What happened was people just started wanting that from me and you gotta give the people what they want. So doing things for Shrapnel records and guitar-oriented music. Guns wanted a guitar player - they didn't want a singer. But for my own music, I write songs and I sing 'em and I play guitar on 'em and that's it. I just sing the way I sing and play the way I play. People will take notice of whatever aspect of the entire picture they like to look at it. Some might say, "Oh, I like the way he sings" or "I like the way the plays" or "I like the song." Or some just, "Don't like any of it," hah hah hah.

In truth you really are much more than a very talented guitar player.

I think people don't realize especially once you join a high-profile band, it takes everything else that previously defined you and you become redefined. So I went from being a singer/guitar player fronting a band called Bumblefoot to the new guy in the new version of Guns that plays guitar. And no one even knows I do anything else. So they think I'm just the silent guitar player that plays the "Sweet Child O' Mine" solo as best he can and hopes the audience likes it.

Certainly you want to do more than that musically?

Over the last year, I've been going out and doing a lot more solo shows and letting people get to know me for who I really am and not just the one side of me that you see with Guns.

You mentioned earlier you always wanted to have your own band. Why do you think that never happened?

I think other musicians wanted to take it as far as I wanted to take it. That's really what it was. I wanted to live this and the people living it with me had a cutoff point where they would say, "I don't want to leave my day job. I don't want to travel for a month. I don't want to go on tour. I don't want to go in the studio." It was just one point where they didn't want it to become work or didn't want it to become their life.

You never had any early bands that might have had a chance for success if they could have made it to that next level?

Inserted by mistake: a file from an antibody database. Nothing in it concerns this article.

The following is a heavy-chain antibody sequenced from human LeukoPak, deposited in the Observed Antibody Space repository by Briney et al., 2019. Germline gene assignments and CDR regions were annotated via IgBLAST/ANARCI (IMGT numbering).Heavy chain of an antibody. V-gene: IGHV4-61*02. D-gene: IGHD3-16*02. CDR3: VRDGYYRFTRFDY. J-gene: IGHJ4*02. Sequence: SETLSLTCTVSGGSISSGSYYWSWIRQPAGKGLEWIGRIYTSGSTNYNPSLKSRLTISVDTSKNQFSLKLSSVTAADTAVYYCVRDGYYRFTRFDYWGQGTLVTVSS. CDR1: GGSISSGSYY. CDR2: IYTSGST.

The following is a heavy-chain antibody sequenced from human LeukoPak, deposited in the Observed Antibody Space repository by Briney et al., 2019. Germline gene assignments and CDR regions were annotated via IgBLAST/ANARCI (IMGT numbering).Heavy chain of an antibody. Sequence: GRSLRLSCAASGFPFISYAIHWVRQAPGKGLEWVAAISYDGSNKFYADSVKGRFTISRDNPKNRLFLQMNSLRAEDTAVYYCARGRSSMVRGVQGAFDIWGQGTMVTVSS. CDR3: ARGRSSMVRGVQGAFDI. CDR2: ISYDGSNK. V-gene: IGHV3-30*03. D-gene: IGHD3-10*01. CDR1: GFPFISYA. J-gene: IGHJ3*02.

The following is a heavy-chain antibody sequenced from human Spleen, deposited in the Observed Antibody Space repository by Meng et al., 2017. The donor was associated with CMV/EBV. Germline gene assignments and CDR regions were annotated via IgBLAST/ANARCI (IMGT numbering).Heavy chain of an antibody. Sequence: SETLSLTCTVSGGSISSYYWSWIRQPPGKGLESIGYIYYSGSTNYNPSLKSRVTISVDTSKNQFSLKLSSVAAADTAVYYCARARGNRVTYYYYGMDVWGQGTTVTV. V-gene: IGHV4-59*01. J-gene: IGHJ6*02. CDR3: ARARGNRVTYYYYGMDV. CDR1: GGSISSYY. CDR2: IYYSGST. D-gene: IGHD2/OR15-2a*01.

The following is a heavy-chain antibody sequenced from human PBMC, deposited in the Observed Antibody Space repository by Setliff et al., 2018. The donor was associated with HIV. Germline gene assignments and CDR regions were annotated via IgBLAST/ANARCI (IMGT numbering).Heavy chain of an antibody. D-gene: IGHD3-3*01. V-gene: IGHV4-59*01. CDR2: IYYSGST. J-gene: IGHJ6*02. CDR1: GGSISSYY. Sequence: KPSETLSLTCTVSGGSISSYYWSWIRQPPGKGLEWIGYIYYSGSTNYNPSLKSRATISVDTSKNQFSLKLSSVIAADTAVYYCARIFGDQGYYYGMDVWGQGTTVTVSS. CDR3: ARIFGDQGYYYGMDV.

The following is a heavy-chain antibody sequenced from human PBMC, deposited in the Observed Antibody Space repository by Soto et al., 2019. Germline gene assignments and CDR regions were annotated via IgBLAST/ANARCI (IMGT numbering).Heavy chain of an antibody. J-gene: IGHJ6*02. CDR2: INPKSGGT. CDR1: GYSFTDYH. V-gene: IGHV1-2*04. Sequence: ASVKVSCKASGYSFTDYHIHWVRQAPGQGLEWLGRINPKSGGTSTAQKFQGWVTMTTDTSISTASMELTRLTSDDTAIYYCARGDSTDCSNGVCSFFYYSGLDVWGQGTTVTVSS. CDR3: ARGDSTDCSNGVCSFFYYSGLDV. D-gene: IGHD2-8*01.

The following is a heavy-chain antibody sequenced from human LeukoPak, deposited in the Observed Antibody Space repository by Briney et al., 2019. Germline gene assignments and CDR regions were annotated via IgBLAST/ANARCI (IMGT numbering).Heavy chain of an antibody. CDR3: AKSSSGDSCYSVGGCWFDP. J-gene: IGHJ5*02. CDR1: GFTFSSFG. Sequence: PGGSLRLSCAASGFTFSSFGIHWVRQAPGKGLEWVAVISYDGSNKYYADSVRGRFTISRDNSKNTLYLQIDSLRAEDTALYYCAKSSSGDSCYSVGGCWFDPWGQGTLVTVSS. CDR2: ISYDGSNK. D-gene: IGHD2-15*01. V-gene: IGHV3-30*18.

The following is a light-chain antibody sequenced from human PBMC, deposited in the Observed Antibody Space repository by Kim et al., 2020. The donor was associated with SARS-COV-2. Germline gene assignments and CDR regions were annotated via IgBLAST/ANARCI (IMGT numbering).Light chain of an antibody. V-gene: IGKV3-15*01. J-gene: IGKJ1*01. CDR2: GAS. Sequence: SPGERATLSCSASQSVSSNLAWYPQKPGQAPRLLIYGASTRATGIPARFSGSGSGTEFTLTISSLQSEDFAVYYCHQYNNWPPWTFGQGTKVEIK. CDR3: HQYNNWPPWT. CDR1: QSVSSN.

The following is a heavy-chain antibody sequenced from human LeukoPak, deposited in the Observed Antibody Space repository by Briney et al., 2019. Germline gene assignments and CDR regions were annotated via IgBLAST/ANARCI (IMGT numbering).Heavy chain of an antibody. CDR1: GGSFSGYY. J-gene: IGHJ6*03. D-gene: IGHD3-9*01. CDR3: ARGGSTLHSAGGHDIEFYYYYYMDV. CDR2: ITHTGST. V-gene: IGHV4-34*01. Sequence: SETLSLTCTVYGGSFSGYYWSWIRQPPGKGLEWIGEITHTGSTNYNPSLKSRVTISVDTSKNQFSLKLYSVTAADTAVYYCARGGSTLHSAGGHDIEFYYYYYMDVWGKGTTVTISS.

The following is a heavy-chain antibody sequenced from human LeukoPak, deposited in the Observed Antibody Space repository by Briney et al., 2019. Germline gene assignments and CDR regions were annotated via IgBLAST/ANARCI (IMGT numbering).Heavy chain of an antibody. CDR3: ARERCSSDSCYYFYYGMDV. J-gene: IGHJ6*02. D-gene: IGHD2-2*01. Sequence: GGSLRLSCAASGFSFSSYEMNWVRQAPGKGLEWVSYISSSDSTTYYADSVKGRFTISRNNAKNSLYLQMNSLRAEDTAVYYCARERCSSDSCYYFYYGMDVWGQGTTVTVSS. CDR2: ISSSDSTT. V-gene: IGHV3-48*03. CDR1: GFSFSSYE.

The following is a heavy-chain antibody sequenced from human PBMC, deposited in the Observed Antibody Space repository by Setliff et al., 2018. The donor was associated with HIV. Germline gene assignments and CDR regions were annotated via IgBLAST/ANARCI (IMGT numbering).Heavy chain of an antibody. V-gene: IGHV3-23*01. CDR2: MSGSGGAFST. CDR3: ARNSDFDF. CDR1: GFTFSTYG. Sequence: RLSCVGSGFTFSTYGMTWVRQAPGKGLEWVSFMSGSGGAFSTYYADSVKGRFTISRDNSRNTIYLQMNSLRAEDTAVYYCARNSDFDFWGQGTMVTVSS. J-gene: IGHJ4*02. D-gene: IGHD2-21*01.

I think if any of them were willing to see it through, they absolutely would have gone far. But they just didn't want to take that leap. They just didn't. If they stuck it through? Absolutely.

Was Bumblefoot first exposed to the world in 1995 when you released "The Adventures of Bumblefoot?"

Pretty much. That was when it became legitimate I guess you could say. That's when it was starting to be taken seriously. It was like, "Alright, he signed and just put out his fourth album. OK, this isn't just a basement shredder making demos on comp CDs. This is going somewhere."

Were you excited by the idea of finally breaking through to a larger audience?

Oh, I was excited. I was spending day and night in mom's basement when I lived with my parents and just banging out songs and coming up with anything I could. I remember - what's the word? - there was this freedom of expression and the freedom to just do what you do with no expectations from anyone or no guide. Just "Do what you do and be as much of who you are as you are."

You were happy with what you'd done?

I think it came out great. I think the songs on there were very kind of real. I mean they always are but it was in its own box and it was its own thing. There was nothing that really sounded like it and it wasn't trying to be different - it was just truly being itself.

There were remarkable songs on that album.

I think that happens more when I do instrumental music than when I do vocal music. If I want to do vocal music it becomes a little more normal, hah. Even now if I thrown an instrumental song on one of the later albums, it's just as whacky as something that would have been on that first "The Adventures of..." album. Like "Guitars Still Stuck" [Abnormal] is just as whacky as anything that could have been of "Adventures." Or the song "Spaghetti."

In 1997, you released the second album, "Hermit." Were you even more comfortable by this time as a solo artist?

It's funny because when I signed that deal, I was more under the impression my band was getting signed and that we were gonna be doing the songs my band was doing. Which is actually something similar to the first Bumblefoot album, Hands. [Mike] Varney ran the label [Shrapnel Records] said, "OK, well let's just do an instrumental guitar album first to introduce you to the world."

That wasn't your intention?

It's not really what I wanted to do and wasn't the plan I thought we really had. But we did it and I give him my all and I was really happy with it. Then when we were doing the Hermit album, it was sort of, "OK, now we're back on track and back to the game plan we're supposed to have." But he was very involved in the creative part of it in a way of, "Oh, you can't sing. You shouldn't sing about this or you can't say this. It sounds like this song is about this so we can't use it." Things like that.